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Brand community identification matters: a dual value-creation routes framework

Chia-Wen Chang (Department of International Business, National Taipei University of Business, Taipei, Taiwan)
Chih-Huei Ko (Department of Marketing and Logistics, Chihlee University of Technology, Taipei, Taiwan)
Heng-Chiang Huang (Department of International Business, National Taiwan University, Taipei, Taiwan)
Shih-Ju Wang (Graduate Institute of Management, National Taiwan Normal University, Taipei, Taiwan)

Journal of Product & Brand Management

ISSN: 1061-0421

Article publication date: 26 July 2019

Issue publication date: 21 April 2020




A brand community consists of relationships between a brand and consumers; community members’ identification with the brand community is a central characteristic of the community. This study aims to provide a comprehensive conceptual framework to investigate how and why such identification-based relationships yield firm- and member-level benefits to participants in the brand community.


This cross-sectional study analyzes data collected through a questionnaire survey of members from the brand community of VW-Golf Club members in Taiwan. The researchers attended the annual meeting of club members and handed out questionnaires directly to the members. The degree centrality of each member was calculated using UCINET 6 for Windows, a social network analysis software application. This study adopts the partial least squares program to evaluate the measurement properties and structural relationships specified in the research model.


The findings suggest that when customers’ identification with a brand community becomes salient, they strengthen their emotional attachment to the brand and improve their centrality in the network. Consequently, emotional attachment can serve as a guiding principle in decision-making and thus strengthen brand equity and assessment of brand extensions. Central members will also gain greater benefits, including collaborative opportunities and influence, through their advantageous position in the network.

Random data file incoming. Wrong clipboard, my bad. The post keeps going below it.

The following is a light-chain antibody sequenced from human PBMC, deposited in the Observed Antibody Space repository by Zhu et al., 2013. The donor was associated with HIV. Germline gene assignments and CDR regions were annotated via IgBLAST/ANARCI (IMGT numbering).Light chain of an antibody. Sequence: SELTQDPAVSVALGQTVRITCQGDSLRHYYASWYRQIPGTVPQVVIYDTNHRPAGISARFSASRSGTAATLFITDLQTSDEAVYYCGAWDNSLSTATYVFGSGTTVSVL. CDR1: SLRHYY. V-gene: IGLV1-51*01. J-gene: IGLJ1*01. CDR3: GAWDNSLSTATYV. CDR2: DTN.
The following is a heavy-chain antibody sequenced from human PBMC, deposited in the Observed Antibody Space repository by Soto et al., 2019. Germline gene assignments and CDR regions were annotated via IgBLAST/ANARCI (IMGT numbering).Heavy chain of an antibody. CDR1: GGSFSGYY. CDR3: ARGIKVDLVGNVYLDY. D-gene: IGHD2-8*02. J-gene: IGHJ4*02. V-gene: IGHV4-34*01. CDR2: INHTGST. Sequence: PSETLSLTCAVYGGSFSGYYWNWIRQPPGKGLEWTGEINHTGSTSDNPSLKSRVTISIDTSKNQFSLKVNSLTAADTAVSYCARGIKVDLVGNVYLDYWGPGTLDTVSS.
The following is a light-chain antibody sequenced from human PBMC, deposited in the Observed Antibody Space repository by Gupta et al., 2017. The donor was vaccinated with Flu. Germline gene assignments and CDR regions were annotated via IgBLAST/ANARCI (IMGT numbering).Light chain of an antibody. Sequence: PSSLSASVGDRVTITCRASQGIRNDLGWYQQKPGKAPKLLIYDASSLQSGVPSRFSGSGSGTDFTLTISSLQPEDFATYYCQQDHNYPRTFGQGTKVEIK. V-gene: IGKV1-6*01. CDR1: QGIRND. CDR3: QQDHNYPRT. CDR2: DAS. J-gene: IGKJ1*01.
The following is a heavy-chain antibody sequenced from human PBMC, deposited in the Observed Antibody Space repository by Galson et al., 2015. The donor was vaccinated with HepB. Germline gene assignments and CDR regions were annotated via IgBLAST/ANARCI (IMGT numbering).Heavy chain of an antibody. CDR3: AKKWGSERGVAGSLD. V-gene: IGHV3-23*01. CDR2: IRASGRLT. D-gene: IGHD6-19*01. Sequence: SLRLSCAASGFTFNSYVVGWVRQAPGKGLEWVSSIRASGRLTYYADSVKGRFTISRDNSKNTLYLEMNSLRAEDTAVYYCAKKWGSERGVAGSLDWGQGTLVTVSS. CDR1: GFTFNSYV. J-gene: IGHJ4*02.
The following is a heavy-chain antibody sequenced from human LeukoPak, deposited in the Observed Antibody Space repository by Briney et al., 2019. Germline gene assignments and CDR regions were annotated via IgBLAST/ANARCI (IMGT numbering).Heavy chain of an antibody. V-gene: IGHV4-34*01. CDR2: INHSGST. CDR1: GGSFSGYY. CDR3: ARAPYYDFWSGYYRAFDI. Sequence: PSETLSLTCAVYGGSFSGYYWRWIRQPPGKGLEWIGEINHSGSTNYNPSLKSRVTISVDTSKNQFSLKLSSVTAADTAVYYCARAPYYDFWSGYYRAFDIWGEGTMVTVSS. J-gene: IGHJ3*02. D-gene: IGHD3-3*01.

This study makes four main contributions to the brand community literature. First, this is the first empirical study to simultaneously examine the relationships among community identification (customer to community), emotional attachment to the brand (customer to brand) and network centrality (customer to customer). Second, the empirical framework depicts dual value-creation routes that explain how identification-based relationships can yield firm- and member-level benefits. With respect to firm-level benefits, this is the first empirical study to examine the brand equity and assessment of brand extension in the brand community research. Third, this study applies the rarely adopted UCINET 6 software to scrutinize the network data from the brand community. Finally, this paper examines three actions that organizations can leverage to enhance consumer identification with a brand community.



Chang, C.-W., Ko, C.-H., Huang, H.-C. and Wang, S.-J. (2020), "Brand community identification matters: a dual value-creation routes framework", Journal of Product & Brand Management, Vol. 29 No. 3, pp. 289-306.



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